Abstract: The aim of this paper is to explore what a flexible and durable 2015 climate change agreement could look like and propose pragmatic options for the design of such an agreement. A durable 2015 climate change agreement would continue to be ambitious, fair and effective in 2020 and beyond. An agreement that is designed to be durable could also help to encourage widespread participation by governments, as well as improve the credibility of the agreement for investors. To achieve these objectives, a degree of flexibility could be included in the mitigation and other provisions of the 2015 agreement. If so, a balance may need to be struck between (i) providing enough flexibility for countries to feel comfortable participating in the agreement, (ii) providing predictability regarding the provisions of the agreement and the actions that governments intend to take, and (iii) the collective level of ambition of the agreement. Success will be needed on all fronts if the agreement is to be durable. Building some flexibility into the design of the 2015 agreement could make it more durable in the face of new scientific discoveries, external changes and shocks, as well as evolving country circumstances. The focus of this paper is on the mitigation part of the 2015 agreement. The paper outlines possible processes for consultations and updating of mitigation contributions. It also discusses the possible structure of the 2015 agreement and the implications of different mitigation contribution types for the flexibility and durability of the agreement.<P>Construit pour durer : concevoir un accord climatique de 2015 souple et pérenne<BR>Ce rapport a pour objet d’envisager à quoi pourrait ressembler un accord souple et pérenne sur le changement climatique à conclure en 2015 et propose des options pragmatiques pour le concevoir. Un accord climatique pérenne signé en 2015 devrait demeurer ambitieux, juste et efficace en 2020 et au-delà. Conçu pour durer, il pourrait aussi encourager une large participation des gouvernements et bénéficier d’une plus grande crédibilité aux yeux des investisseurs. Pour atteindre ces objectifs, les dispositions de l’accord de 2015 visant l’atténuation et d’autres aspects pourraient ménager une certaine marge de manoeuvre, auquel cas il faudrait trouver un équilibre entre : (i) une flexibilité suffisante pour que les pays participant à l’accord se sentent à l’aise, (ii) la prévisibilité des dispositions de l’accord et des actions prévues par les gouvernements, et (iii) le degré d’ambition collective de l’accord. C’est sur tous les fronts qu’il importe d’obtenir de bons résultats pour assurer la pérennité de l’accord. Prévoir une certaine souplesse dans l’accord de 2015 dès sa conception permettrait de prolonger sa validité même si de nouvelles découvertes scientifiques, des changements et des chocs extérieurs ou l’évolution des situations nationales modifient la donne. Ce rapport est axé sur le volet atténuation de l’accord de 2015. Il décrit les processus de consultation et de mise à jour des contributions à l’atténuation qui pourraient y être inscrits. Il examine en outre la structure possible de l’accord de 2015 et les conséquences des différents types de contributions en matière d’atténuation pour sa flexibilité et sa pérennité.
    Keywords: mitigation, UNFCCC, 2015 agreement, greenhouse gas, climate change, changement climatique, gaz à effet de serre, atténuation, accord de 2015, CCNUCC
    JEL: F53 O44 Q54 Q56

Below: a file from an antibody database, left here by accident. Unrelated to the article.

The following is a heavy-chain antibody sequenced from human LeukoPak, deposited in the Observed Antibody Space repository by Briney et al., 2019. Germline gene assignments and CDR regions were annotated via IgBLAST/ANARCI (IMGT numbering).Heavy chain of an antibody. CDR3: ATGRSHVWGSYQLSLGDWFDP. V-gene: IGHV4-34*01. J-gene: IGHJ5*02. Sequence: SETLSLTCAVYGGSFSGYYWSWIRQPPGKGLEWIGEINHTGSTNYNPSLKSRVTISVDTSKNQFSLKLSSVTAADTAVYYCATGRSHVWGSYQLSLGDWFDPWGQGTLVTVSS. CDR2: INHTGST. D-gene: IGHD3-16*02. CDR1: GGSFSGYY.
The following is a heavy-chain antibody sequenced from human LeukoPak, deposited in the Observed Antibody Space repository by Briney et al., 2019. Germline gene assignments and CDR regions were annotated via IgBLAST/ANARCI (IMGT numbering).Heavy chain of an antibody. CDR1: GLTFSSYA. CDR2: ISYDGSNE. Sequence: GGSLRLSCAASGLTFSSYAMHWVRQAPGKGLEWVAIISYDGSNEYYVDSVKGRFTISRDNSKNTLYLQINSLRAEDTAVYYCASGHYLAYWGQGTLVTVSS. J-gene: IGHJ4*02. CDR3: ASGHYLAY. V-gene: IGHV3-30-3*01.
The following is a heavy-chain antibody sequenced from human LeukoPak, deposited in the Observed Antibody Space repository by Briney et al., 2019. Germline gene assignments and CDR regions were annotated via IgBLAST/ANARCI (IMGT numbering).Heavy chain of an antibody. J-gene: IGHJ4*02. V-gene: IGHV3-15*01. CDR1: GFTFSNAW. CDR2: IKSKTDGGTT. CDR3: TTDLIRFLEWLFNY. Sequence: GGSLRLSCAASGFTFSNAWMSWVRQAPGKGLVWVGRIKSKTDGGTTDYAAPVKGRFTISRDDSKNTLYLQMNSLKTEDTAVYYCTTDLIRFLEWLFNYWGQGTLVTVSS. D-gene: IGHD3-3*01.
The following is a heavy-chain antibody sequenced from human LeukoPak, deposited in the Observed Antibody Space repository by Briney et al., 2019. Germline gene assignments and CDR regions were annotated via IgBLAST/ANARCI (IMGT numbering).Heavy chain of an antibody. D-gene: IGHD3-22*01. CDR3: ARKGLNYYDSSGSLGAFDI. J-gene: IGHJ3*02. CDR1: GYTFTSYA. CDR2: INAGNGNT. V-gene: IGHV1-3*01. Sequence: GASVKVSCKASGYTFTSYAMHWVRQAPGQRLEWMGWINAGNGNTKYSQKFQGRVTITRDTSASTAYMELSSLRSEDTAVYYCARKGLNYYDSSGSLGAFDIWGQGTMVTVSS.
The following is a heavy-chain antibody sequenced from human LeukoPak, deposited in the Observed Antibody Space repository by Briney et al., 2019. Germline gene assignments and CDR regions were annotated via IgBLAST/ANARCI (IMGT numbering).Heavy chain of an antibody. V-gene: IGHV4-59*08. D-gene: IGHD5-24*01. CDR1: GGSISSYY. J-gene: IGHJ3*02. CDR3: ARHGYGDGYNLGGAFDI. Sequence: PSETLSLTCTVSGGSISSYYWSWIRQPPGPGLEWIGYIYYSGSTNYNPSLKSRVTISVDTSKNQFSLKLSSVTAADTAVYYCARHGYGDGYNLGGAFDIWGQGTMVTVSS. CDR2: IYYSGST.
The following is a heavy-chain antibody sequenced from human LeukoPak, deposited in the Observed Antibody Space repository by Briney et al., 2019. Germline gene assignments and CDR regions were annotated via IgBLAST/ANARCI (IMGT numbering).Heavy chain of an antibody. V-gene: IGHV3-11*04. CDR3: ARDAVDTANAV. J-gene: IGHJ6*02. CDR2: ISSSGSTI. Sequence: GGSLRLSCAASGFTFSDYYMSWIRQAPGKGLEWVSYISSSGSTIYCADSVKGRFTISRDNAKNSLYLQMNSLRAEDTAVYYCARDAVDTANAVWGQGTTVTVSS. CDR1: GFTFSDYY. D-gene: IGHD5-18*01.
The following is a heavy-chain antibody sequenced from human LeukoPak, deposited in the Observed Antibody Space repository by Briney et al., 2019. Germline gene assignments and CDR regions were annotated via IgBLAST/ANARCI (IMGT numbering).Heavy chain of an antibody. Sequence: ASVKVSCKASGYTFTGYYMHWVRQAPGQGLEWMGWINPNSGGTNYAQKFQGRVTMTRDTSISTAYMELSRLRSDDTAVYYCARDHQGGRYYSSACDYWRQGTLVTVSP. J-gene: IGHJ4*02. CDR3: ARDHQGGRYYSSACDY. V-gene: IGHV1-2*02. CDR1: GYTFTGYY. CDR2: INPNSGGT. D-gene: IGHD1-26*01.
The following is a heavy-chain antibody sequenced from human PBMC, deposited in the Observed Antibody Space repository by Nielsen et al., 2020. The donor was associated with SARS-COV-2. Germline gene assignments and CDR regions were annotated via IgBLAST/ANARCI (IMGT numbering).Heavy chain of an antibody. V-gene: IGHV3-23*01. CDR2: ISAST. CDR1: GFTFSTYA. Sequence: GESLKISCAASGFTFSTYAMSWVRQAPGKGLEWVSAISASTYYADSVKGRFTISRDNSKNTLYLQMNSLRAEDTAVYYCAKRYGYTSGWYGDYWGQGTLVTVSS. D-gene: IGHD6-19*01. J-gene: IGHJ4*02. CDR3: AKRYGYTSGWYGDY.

Date: 2014–05
  27. By: Tracy Snoddon (Wilfrid Laurier University)
    Abstract: The global nature of the climate change externality calls for a global response but so far none has emerged. Instead, climate policies are being implemented by subnational and national governments, resulting in a fragmented policy landscape at the national level. This is certainly the case in Canada. While this outcome is not particularly surprising, from an economics perspective, it is arguably more costly, less efficient, and less effective at achieving emissions reductions than a more harmonized approach. Is this outcome the unavoidable price of Canadian federalism? Is a more harmonized carbon tax approach feasible? This paper considers Canada’s experience with three major taxes, jointly occupied by federal and provincial governments. Despite its highly decentralized structure, Canada has a history of tax harmonization and coordination arrangements for these taxes. By examining the evolution of these arrangements, the paper offers insights on the prospects of adopting a more harmonized carbon tax approach to address climate change.
    Keywords: carbon taxes, tax coordination and harmonization, Canada
    JEL: H23 H77 Q58
    Date: 2015–05–08
  28. By: May, Nils G. (DIW Berlin); Nilsen, Øivind Anti (Norwegian School of Economics)
    Abstract: Globally installed wind power capacity has grown tremendously since 2000. This study focuses on the local economic impacts of wind power deployment. A theoretical model shows that wind power deployment is not necessarily driven by locally-accruing economic payoffs, but also by other factors such as emphasis on environmentally-friendly energy production and its associated benefits. The theoretical analysis is followed by an empirical analysis using German county-level panel data. After controlling for a set of observable and unobservable factors, the results state that wind power installation has no impact on GDP per capita. These findings support the predictions from the theoretical model: local economic impacts cannot alone explain the observed increase in wind power capacity.
    Keywords: wind power, economic development, panel data
    JEL: Q42 R11 C23
    Date: 2015–04
  29. By: Blandford, David; Gaasland, Ivar; Hassapoyannes, Katharina; Vardal, Erling
    Abstract: Agriculture makes a significant contribution to Norway’s emissions of greenhouse gases (GHG). Although agriculture accounts for only 0.3 per cent of GDP, it accounts for roughly 8 per cent of total GHG emissions. Norwegian agriculture is dominated by livestock production; ruminants (cattle and sheep) are particularly important. There are opportunities for GHG mitigation under existing technology through changes in agricultural practices. We derive an abatement cost curve for Norway in terms of the change in economic welfare. We require Norway to be self-sufficient in agricultural products; i.e. that domestic production of calories shall be kept at the current level. We use a detailed economic model to assess the impact and welfare implication of a reduction in GHG emissions. We find that a large part of the abatement cost curve is negative due to distortions created by domestic support policies. The practical consequence is that emissions reduction requires that production of grain-based products be increased at the expense of ruminant-based products.
    Keywords: greenhouse gas mitigation, economic model, abatement costs, Environmental Economics and Policy, Health Economics and Policy, C61, Q18, Q54,
    Date: 2015–04
  30. By: Allan, Corey; Kerr, Suzi; Will, Campbell
    Keywords: Consumer/Household Economics, Environmental Economics and Policy,
    Date: 2015–02
  31. By: Hecking, Harald (Energiewirtschaftliches Institut an der Universitaet zu Koeln)
    Abstract: The paper at hand examines the power system costs when a coal tax or a fixed bonus for renewables is combined with CO2 emissions trading. It explicitly accounts for the interaction between the power and the gas market and identifies three cost effects: First, a tax and a subsidy both cause deviations from the cost-efficient power market equilibrium. Second, these policies also impact the power sector's gas demand function as well as the gas market equilibrium and therefore have a feedback effect on power generation quantities indirectly via the gas price. Thirdly, by altering gas prices, a tax or a subsidy also indirectly affects the total costs of gas purchase by the power sector. However, the direction of the change in the gas price, and therefore the overall effect on power system costs, remains ambiguous. In a numerical analysis of the European power and gas market, I find using a simulation model integrating both markets that a coal tax affects gas prices ambiguously whereas a fixed bonus for renewables decreases gas prices. Furthermore, a coal tax increases power system costs, whereas a fixed bonus can decrease these costs because of the negative effect on the gas price. Lastly, the more market power that gas suppliers have, the stronger the outlined effects will be.
    Keywords: CO2 abatement; oligopoly; gas market; power market
    JEL: C60 L13 Q02 Q48
    Date: 2015–05–05